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The Microbiome as a Component of the Tumor Microenvironment

  • Tünde Kovács
  • Edit Mikó
  • Gyula Ujlaki
  • Zsanett Sári
  • Péter BaiEmail author
Chapter
Part of the Advances in Experimental Medicine and Biology book series (AEMB, volume 1225)

Abstract

Microbes, which live in the human body, affect a large set of pathophysiological processes. Changes in the composition and proportion of the microbiome are associated with metabolic diseases (Fulbright et al., PLoS Pathog 13:e1006480, 2017; Maruvada et al., Cell Host Microbe 22:589–599, 2017), psychiatric disorders (Macfabe, Glob Adv Health Med 2:52–66, 2013; Kundu et al., Cell 171:1481–1493, 2017), and neoplastic diseases (Plottel and Blaser, Cell Host Microbe 10:324–335, 2011; Schwabe and Jobin, Nat Rev Cancer 13:800–812, 2013; Zitvogel et al., Cell 165:276–287, 2016). However, the number of directly tumorigenic bacteria is extremely low. Microbial dysbiosis is connected to cancers of the urinary tract (Yu, Arch Med Sci 11:385–394, 2015), cervix (Chase, Gynecol Oncol 138:190–200, 2015), skin (Yu et al., J Drugs Dermatol 14:461–465, 2015), airways (Gui et al., Genet Mol Res 14:5642–5651, 2015), colon (Garrett, Science 348:80–86, 2015), lymphomas (Yamamoto and Schiestl, Int J Environ Res Public Health 11:9038–9049, 2014; Yamamoto and Schiestl, Cancer J 20:190–194, 2014), prostate (Yu, Arch Med Sci 11:385–394, 2015), and breast (Flores et al., J Transl Med 10:253, 2012; Fuhrman et al., J Clin Endocrinol Metab 99:4632–4640, 2014; Xuan et al., PLoS One 9:e83744, 2014; Goedert et al., J Natl Cancer Inst 107:djv147, 2015; Chan et al., Sci Rep 6:28061, 2016; Hieken et al., Sci Rep 6:30751, 2016; Urbaniak et al., Appl Environ Microbiol 82:5039–5048, 2016; Goedert et al., Br J Cancer 118:471–479, 2018). Microbial dysbiosis can influence organs in direct contact with the microbiome and organs that are located at distant sites of the body. The altered microbiota can lead to a disruption of the mucosal barrier (Plottel and Blaser, Cell Host Microbe 10:324–335, 2011), promote or inhibit tumorigenesis through the modification of immune responses (Kawai and Akira, Int Immunol 21:317–337, 2009; Dapito et al., Cancer Cell 21:504–516, 2012) and microbiome-derived metabolites, such as estrogens (Flores et al., J Transl Med 10:253, 2012; Fuhrman et al., J Clin Endocrinol Metab 99:4632–4640, 2014), secondary bile acids (Rowland, Role of the gut flora in toxicity and cancer, Academic Press, London, p x, 517 p., 1988; Yoshimoto et al., Nature 499:97–101, 2013; Xie et al., Int J Cancer 139:1764–1775, 2016; Shellman et al., Clin Otolaryngol 42:969–973, 2017; Luu et al., Cell Oncol (Dordr) 41:13–24, 2018; Miko et al., Biochim Biophys Acta Bioenerg 1859:958–974, 2018), short-chain fatty acids (Bindels et al., Br J Cancer 107:1337–1344, 2012), lipopolysaccharides (Dapito et al., Cancer Cell 21:504–516, 2012), and genotoxins (Fulbright et al., PLoS Pathog 13:e1006480, 2017). Thus, altered gut microbiota may change the efficacy of chemotherapy and radiation therapy (McCarron et al., Br J Biomed Sci 69:14–17, 2012; Viaud et al., Science 342:971–976, 2013; Montassier et al., Aliment Pharmacol Ther 42:515–528, 2015; Buchta Rosean et al., Adv Cancer Res 143:255–294, 2019). Taken together, microbial dysbiosis has intricate connections with neoplastic diseases; hereby, we aim to highlight the major contact routes.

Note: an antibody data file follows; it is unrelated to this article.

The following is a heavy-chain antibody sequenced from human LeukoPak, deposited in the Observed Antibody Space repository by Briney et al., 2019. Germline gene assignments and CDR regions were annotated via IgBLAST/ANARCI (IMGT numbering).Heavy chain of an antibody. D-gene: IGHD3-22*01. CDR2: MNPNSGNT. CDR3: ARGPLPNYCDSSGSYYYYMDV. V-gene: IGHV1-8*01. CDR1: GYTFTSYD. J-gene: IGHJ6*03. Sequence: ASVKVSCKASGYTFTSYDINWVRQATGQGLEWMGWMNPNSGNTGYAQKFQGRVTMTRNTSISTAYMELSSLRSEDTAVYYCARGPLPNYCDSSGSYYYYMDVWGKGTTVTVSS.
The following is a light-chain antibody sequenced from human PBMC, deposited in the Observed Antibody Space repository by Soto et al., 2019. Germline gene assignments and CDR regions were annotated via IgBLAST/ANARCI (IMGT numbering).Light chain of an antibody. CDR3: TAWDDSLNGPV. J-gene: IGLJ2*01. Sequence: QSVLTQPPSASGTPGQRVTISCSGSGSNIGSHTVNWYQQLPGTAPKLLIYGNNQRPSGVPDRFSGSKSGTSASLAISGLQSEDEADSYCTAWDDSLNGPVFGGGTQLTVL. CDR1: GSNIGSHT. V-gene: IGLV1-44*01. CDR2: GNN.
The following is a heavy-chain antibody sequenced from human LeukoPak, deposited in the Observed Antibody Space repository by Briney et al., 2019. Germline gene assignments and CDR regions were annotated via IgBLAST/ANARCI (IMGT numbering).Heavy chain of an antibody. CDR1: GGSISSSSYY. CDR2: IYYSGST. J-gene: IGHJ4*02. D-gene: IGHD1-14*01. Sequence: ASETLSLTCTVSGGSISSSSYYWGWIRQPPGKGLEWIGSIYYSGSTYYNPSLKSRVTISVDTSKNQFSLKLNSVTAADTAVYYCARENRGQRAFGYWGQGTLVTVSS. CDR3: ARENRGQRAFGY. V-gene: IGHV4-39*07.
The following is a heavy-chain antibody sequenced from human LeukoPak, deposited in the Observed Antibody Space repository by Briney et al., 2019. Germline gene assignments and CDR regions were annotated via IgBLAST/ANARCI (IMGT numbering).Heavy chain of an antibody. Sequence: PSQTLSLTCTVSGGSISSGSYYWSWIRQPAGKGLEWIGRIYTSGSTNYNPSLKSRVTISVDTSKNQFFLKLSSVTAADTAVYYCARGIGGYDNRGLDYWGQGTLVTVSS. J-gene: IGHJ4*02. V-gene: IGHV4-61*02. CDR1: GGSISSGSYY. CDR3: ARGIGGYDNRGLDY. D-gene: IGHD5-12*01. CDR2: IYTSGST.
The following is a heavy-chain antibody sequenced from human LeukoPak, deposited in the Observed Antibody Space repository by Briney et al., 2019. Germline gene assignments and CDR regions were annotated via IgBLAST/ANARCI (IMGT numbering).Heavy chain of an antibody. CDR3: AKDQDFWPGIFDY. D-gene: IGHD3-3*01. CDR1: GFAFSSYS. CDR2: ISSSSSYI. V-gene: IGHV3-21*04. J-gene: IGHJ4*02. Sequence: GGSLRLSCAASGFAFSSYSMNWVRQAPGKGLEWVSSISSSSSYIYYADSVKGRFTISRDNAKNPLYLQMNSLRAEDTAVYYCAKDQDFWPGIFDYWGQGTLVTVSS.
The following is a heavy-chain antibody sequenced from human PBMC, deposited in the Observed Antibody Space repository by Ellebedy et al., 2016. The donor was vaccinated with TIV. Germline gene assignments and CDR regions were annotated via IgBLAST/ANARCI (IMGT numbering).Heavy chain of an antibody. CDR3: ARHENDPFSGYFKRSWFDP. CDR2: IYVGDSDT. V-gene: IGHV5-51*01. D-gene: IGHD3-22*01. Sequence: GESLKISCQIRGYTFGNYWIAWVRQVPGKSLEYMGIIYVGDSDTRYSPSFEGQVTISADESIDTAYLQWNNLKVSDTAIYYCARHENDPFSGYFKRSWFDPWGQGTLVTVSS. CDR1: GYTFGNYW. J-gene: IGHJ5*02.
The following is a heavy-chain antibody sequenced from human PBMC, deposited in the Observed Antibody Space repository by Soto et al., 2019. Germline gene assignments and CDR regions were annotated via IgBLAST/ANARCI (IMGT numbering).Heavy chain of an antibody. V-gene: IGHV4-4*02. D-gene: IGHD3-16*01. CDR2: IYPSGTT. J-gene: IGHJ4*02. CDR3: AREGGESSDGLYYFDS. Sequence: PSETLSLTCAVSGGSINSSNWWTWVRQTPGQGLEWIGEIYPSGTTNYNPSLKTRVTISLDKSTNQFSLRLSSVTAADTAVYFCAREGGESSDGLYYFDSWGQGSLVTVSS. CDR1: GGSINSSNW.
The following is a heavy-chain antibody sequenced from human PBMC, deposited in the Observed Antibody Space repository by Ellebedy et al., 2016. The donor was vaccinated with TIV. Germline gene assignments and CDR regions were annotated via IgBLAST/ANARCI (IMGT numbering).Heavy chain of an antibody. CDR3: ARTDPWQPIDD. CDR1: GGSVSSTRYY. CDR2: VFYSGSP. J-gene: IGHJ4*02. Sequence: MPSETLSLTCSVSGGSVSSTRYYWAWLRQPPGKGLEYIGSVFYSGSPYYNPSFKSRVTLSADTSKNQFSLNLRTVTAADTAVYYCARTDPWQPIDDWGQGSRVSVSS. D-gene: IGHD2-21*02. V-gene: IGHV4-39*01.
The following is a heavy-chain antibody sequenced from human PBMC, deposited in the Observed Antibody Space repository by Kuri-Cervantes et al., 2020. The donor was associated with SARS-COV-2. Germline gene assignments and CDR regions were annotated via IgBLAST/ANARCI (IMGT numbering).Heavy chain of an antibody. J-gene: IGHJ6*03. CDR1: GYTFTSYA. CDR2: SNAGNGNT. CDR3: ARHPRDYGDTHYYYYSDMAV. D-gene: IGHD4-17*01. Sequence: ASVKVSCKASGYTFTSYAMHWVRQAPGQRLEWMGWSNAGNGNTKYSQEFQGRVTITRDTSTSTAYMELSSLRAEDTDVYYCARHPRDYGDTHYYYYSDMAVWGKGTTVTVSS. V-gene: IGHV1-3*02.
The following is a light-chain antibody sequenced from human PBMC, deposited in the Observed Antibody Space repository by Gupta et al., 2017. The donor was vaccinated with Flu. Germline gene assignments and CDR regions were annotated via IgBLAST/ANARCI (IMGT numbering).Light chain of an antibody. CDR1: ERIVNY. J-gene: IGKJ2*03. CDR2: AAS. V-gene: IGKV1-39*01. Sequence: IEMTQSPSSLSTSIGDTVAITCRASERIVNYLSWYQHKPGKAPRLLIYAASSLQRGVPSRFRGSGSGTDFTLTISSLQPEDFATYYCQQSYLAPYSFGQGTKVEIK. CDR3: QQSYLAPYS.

Keywords

Microbiome Breast cancer Tumor microenvironment Bacterial metabolite Bacterial metabolism Antitumor immunity Tumor metabolism Epithelial-mesenchymal transition Tumorigenesis Metastasis Chemotherapy 

Notes

Acknowledgments

Our work is supported by grants from NKFIH (K123975, PD124110, FK128387, GINOP-2.3.2-15-2016-00006) and the Hungarian Academy of Sciences (NKM-26/2019). EM is supported by a Bolyai Fellowship from the Hungarian Academy of Sciences. We are grateful to Dr. Karen Uray (Department of Medical Chemistry, University of Debrecen) for the revision of the text.

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Copyright information

© Springer Nature Switzerland AG 2020

Authors and Affiliations

  • Tünde Kovács
    • 1
    • 2
  • Edit Mikó
    • 1
    • 2
  • Gyula Ujlaki
    • 1
    • 2
  • Zsanett Sári
    • 1
    • 2
  • Péter Bai
    • 1
    • 2
    • 3
    Email author
  1. 1.Department of Medical Chemistry, Faculty of MedicineUniversity of DebrecenDebrecenHungary
  2. 2.MTA-DE Lendület Laboratory of Cellular MetabolismDebrecenHungary
  3. 3.Research Center for Molecular Medicine, Faculty of MedicineUniversity of DebrecenDebrecenHungary

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